Desegregation in Iowa Schools

On April 2, a panel discussion centering around the desegregation of schools was held. The panel featured Leslie Locke, an assistant professor at the University of Iowa College of Education, Kingsley Botchway, a member of the City Council of Iowa City, as well as Nikole Hannah-Jones, a well-known investigative reporter for the New York Times. Teachers, educators, parents, and community members from all around Iowa came to take part in the discussion.

The event started out with each panelist talking a little bit about the factors that drive segregation in education.Maya Durham ‘19, who joined the panel during the second half of the forum, said she believes history is the main cause for segregation in schools.
“Redlining and white flight and all of that has led to, especially in the north, to deep, deep roots in segregation that aren’t really acknowledged,” Durham said.

Many agreed that not only is segregation an issue between schools, but also within schools. AP classes were a very common topic of conversation. In schools, even ones that are desegregated, there are big disparities in participation in advanced classes, as well as in extracurricular activities.

As far as why there are such big disparities, Durham points to cost as one of the main factors that drives segregation.

Later on, the panel focused more on the lack of minorities being represented in school staff.

“The teaching force remains largely white, middle class and female.” Leslie Locke said. “Secondary principles are largely white and male, therefore it’s possible for students to go through their entire K through 12 experience without seeing a teacher of similar racial or ethnic background.”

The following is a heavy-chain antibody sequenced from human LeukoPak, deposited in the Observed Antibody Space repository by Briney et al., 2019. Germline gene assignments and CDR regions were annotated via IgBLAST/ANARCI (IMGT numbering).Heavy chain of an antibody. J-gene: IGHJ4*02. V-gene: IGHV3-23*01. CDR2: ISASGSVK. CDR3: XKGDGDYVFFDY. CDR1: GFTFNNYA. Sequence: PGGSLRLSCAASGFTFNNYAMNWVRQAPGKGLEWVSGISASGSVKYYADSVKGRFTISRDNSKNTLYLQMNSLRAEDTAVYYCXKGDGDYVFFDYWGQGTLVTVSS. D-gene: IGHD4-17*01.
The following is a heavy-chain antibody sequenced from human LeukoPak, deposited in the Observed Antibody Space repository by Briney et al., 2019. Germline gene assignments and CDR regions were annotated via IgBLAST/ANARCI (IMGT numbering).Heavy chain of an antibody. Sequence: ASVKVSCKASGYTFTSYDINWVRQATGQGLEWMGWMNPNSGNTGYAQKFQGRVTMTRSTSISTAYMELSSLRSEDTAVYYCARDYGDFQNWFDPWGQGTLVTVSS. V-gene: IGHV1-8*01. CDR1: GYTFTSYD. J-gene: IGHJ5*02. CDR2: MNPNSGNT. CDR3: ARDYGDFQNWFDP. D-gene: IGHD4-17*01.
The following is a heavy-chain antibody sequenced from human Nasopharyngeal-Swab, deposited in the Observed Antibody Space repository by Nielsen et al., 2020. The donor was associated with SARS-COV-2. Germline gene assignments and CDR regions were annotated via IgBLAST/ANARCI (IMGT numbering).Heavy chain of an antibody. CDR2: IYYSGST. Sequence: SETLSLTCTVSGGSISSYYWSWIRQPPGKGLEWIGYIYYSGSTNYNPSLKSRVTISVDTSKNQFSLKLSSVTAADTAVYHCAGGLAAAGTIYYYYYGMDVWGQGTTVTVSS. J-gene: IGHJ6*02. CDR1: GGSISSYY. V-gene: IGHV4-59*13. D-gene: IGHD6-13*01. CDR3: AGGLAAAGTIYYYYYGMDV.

Most attendees believed that young students of minorities feel alienated by their fellow classmates, and are no longer excited to go to school like they used to be when they were younger, which is only exacerbated by segregation in schools.

“[Students of color and lower-income backgrounds] are more strongly impacted by policies up to zero tolerance policies, dress code and hair policies, and are in schools with a stronger law enforcement presence.” Locke said.

Different solutions for creating an inclusive environment were mentioned as well.

“Educating themselves on different minority students’ backgrounds,” Durham said. “Whether that’s a racial or ethnic background, or educating themselves on the LGBT+ community more, really make sure that when they’re talking to a student who may make experience different things than them and have different barriers when it comes to school, really being able to empathize and understand what they’re going through, and be able to relate to them.”

And, as far as taking action to end segregation in schools, Kingsley Botchway of the Iowa City City Council said that working together was essential.

“Ultimately, in order to impact the change that many of you are here that wanna see, it’s gonna take everybody to move those mountains.”